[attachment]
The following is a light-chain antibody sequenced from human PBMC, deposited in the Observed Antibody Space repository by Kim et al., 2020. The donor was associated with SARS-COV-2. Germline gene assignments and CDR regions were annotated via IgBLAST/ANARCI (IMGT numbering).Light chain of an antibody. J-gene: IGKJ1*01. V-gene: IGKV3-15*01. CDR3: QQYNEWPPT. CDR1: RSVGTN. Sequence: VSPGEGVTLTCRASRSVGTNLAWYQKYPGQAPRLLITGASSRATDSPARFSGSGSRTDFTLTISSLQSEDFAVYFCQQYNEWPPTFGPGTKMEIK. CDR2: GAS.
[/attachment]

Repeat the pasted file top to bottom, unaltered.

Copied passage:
The following is a light-chain antibody sequenced from human PBMC, deposited in the Observed Antibody Space repository by Kim et al., 2020. The donor was associated with SARS-COV-2. Germline gene assignments and CDR regions were annotated via IgBLAST/ANARCI (IMGT numbering).Light chain of an antibody. J-gene: IGKJ1*01. V-gene: IGKV3-15*01. CDR3: QQYNEWPPT. CDR1: RSVGTN. Sequence: VSPGEGVTLTCRASRSVGTNLAWYQKYPGQAPRLLITGASSRATDSPARFSGSGSRTDFTLTISSLQSEDFAVYFCQQYNEWPPTFGPGTKMEIK. CDR2: GAS.